Letter from the Dean
Religion plays a powerful role in human lives. It can divide human beings and hurt them badly in the process. In 2000-2001, I was a visiting professor at the Israel Institute for Advanced Studies at the Hebrew University. I had planned to visit the Dome of the Rock with a friend from Princeton on a particular Saturday. The day before our planned visit, Friday, September 28th, the Second Intifada broke out and changed everything. As an American Christian I was a persona non grata to the belligerents of both sides. The underlying reasons for the tensions have to do with land, political ideologies, ethnic divides, and religion. It was a difficult thing to realize the role that religion played as a divisive force. For the first time in my life, I thought that religion played too large a role in people’s lives.
This year has brought American society to a crisis, a fatiguing crisis fueled by a pandemic, economic fluctuations accompanied by gross income disparities, racial injustices that—although long present—have become vivid and evoked a long overdue cry for justice, as well as a political climate that produced an attack on the US capital—something that I thought I would never witness.
One of the factors in this era has been religion’s new prominence as a tool for political agendas. This is not the Christianity of “Blessed are the peacemakers” or “that they may all be one” or “Let us no longer judge one another, but judge rather not to set a impediment or a hindrance before a fellow Christian.” We need to ask whether we can live up to the highest visions of the New Testament and allow faith to be a bridge rather than a barrier.
Religion as force of healing and reform has happened before—and happened on a large scale. One of the things that many in America have now forgotten or overlook is that Martin Luther King, Jr. was first and foremost a Baptist pastor. Today he is remembered as a civil rights leader or a social activist—even by the current generation of African Americans. Here is what he said about his own self-understanding: “I am many things to many people: civil rights leader, agitator, troublemaker and orator, but in the quiet resources of my heart, I am fundamentally a clergyman, a Baptist preacher … The church is my life and I have given my life to the church.” He was not alone. The company around King consisted of Christian ministers. John Lewis, according to tradition, started preaching to the chickens on his family farm at age 5—this is now the title of a book about the young Lewis—and preached his first sermon at the age of 15. He was later ordained as a Baptist minister. It was within the same tradition of King that Lewis began to get into what he called “good trouble”: he helped to organize the Nashville Student Movement, the Freedom Riders, and suffered brutally at the Edmund Pettus Bridge at Selma. While there were many in churches who opposed equality for all, there were a large number of people who supported it. The core leadership of the civil rights movement was a group of ministers who were supported by Christians—both black and white—and Jews.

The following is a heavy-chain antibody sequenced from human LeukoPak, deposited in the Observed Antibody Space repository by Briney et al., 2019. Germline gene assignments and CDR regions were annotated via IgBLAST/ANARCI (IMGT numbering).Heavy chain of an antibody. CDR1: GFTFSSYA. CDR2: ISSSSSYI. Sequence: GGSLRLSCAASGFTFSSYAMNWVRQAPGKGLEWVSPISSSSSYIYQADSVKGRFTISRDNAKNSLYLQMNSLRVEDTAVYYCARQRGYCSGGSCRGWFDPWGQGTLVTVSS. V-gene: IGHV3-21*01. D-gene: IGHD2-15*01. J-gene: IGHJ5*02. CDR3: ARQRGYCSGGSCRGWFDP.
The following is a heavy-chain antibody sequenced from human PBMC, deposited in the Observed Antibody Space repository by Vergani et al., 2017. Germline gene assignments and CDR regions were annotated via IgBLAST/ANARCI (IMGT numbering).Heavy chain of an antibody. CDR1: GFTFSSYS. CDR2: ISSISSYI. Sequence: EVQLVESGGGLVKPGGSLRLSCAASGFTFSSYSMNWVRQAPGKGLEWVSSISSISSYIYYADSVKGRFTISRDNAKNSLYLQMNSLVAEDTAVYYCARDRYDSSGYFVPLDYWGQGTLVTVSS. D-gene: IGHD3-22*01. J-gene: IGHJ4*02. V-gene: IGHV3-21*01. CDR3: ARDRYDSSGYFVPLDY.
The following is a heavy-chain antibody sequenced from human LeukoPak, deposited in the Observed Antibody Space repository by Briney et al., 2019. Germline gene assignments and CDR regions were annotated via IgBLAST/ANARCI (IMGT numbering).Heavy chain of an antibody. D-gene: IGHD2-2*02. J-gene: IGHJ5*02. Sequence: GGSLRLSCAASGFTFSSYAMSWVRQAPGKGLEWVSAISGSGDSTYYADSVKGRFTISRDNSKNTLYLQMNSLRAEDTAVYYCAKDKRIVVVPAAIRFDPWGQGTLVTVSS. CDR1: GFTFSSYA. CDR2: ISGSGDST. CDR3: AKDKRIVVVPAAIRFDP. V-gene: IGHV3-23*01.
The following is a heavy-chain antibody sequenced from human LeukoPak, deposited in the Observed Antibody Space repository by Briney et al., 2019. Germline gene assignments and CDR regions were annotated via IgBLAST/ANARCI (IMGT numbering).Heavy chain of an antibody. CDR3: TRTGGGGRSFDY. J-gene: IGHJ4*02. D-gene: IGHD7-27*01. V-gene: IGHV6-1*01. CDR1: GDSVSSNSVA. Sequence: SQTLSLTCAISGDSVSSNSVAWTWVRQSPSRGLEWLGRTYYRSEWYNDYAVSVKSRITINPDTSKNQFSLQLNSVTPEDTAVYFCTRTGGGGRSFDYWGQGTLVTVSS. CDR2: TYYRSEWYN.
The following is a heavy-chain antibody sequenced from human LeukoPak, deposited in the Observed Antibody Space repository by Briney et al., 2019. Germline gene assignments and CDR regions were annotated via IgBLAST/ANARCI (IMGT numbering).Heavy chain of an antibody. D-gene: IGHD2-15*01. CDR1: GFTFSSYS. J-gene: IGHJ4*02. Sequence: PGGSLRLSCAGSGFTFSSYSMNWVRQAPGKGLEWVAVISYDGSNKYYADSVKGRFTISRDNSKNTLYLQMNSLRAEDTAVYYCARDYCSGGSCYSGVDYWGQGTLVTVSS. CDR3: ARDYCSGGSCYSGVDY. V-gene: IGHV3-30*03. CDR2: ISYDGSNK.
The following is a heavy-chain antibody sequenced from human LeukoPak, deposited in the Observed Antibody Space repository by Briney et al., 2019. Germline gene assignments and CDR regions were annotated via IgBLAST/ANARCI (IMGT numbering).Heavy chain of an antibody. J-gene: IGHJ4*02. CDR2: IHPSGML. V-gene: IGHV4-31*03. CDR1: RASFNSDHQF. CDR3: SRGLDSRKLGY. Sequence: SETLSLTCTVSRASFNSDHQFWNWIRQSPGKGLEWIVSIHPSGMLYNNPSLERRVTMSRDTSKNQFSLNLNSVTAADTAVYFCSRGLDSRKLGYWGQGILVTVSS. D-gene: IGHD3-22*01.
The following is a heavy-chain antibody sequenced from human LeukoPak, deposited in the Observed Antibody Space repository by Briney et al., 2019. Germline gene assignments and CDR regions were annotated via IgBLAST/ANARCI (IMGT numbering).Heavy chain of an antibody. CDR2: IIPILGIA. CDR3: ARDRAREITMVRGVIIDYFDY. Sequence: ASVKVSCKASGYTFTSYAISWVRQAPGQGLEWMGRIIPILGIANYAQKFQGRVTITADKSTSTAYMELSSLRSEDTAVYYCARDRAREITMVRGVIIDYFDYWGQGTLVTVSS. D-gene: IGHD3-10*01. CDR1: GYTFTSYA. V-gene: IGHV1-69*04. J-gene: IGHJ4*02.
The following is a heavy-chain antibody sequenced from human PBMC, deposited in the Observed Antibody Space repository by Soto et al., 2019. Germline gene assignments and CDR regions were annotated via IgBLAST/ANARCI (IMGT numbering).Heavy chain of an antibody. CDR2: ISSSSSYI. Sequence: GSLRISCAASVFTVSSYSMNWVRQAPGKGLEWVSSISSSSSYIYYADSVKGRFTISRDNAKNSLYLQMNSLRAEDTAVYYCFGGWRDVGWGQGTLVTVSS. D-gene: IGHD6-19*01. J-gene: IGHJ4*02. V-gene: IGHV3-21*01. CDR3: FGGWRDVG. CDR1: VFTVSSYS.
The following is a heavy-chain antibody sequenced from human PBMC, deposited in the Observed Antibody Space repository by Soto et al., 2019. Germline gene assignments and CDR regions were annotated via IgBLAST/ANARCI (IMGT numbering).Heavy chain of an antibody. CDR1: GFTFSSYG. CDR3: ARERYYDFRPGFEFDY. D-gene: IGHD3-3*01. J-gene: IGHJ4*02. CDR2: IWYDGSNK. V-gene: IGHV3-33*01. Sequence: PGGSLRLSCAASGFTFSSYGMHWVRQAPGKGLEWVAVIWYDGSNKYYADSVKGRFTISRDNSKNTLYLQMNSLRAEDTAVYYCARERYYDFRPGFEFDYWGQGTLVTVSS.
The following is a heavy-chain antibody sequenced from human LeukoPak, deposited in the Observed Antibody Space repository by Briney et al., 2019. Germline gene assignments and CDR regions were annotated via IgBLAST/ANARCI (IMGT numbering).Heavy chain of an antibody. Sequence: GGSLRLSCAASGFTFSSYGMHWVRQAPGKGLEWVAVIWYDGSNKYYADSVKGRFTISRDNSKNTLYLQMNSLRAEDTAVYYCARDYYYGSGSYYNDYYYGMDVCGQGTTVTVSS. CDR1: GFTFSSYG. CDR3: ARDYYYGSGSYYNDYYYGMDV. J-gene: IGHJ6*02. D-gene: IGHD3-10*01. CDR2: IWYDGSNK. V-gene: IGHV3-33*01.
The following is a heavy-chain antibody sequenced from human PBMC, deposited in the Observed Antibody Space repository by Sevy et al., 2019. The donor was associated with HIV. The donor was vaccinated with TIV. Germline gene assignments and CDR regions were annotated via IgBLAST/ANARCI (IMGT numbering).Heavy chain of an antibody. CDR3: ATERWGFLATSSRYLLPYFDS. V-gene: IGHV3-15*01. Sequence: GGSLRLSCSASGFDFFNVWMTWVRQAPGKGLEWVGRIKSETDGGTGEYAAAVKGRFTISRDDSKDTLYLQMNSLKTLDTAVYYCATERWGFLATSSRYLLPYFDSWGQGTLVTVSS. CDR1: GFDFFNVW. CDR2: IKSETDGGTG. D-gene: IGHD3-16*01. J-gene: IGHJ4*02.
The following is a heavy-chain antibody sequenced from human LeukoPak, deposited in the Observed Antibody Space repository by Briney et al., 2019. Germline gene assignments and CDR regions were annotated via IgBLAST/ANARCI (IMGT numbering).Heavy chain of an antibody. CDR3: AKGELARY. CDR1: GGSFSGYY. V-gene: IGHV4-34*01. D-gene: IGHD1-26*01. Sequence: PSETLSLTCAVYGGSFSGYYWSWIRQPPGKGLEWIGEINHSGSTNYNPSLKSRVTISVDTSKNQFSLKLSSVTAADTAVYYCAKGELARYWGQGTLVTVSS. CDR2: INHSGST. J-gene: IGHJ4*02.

Again, near the approach of the millennium, churches around the world rallied to Jubilee 2000, a project that called on the wealthiest nations to forgive the debts of the poorest nations. The concept was based on the year of Jubilee set out in Leviticus 25 in which all lands returned to the original owners in the 50th year and all debts were cancelled. The movement did not persuade all, but did lead Britain to cancel substantial debt in financially struggling nations and the US to cancel 100 percent of the debt for qualifying countries and eventually forgave $769 million. Since then the global Jubilee movement has splintered into several national movements, including Jubilee USA Network. While there are complications in all such stories, the point is that churches led a movement that had a significant impact on debt forgiveness. We worked for peace and healing.
We are at a moment when we need to find ways to bring balm to Gilead. This issue of Reflections summons us to the task of reconciliation, of building bridges rather than erecting barriers, of finding answers rather than throwing accusations, of fighting for the common good despite the odds. This will require soul-searching, placing others before ourselves, and always remembering that the person in front of us is the person for whom Christ died.
Gregory E. Sterling is The Reverend Henry L. Slack Dean of Yale Divinity School and Lillian Claus Professor of New Testament.
 Cited by Henry Louis Gates, Jr., The Black Church: This is our Story, This is our Song (Penguin, 2021), p. 109.
 Jabari Asim and illustrations by E.B. Lewis, Preaching to the Chickens: The Story of Young John Lewis (Penguin, 2016).